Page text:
News & Politics

In California, a Clear and Present Danger from 'Anti-Vaxxers'

Want to import Third World diseases long thought to have been eradicated in the United States, or at least kept under control? No need to bring folks in from abroad any more; instead, wealthy white California liberals will do it for you:

In California, the kindergarten students most likely to be exempt from mandatory vaccinations based on their parent’s personal beliefs are white and wealthy, according to a recent study.

The percentage of kindergartners with state-issued personal belief exemptions doubled from 2007 to 2013, from 1.54% to 3.06%. That’s about 17,000 children, out of more than half a million, opting out. Vaccine exemption percentages were higher in mostly white, high-income neighborhoods such as Orange County, Santa Barbara and parts of the Bay Area.

The study, which was published in the American Journal of Public Heath, looked at more than 6,200 California schools and found vaccine exemptions were twice as common among kindergartners attending private institutions. “If you live in a rich, white community where lots of people don’t vaccinate their kids, that could be dangerous,” said Tony Yang, a health policy professor at George Mason University and author of the study.

The California I grew up in was the California of Jonas Salk — a state hero — which led the fight against deadly childhood diseases such as polio. Now, Golden State “progressives” seek to return the country as a whole to a state of pre-Enlightenment medical primitivism.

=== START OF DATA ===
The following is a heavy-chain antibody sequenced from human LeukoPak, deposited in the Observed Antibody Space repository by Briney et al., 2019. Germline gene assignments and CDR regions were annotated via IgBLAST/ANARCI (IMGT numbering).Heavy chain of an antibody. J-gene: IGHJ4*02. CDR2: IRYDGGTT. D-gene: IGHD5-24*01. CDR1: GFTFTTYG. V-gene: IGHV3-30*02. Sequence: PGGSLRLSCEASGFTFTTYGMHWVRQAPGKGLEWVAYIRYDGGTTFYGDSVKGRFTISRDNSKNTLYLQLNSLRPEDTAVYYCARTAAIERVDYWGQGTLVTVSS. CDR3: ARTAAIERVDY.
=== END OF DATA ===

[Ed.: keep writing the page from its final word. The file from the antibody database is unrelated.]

According to a 2011 study in Public Health Reports, when parents refuse vaccines it’s usually due to concerns about children receiving too many shots or developing side effects, including autism. This despite an exhaustive review last year of 20,000 scientific titles and 67 papers that concluded childhood vaccines are safe, and a complete retraction of the study that spawned the fear that vaccines cause autism.

Yang’s study didn’t investigate why wealthier, white families in the state are more likely to reject vaccines. One reason may be that some parents are trying to protect their children’s immunity from diseases by insisting on specialized diets and natural living practices instead of vaccines, according to a different study.

In June, California lawmakers outlawed personal belief exemptions, starting next summer. A “grandfather” clause will continue to exempt some children.

Well, at least that’s a step in the right direction. When faddish notions about “autism” present a public-health problem, the state is right to intervene.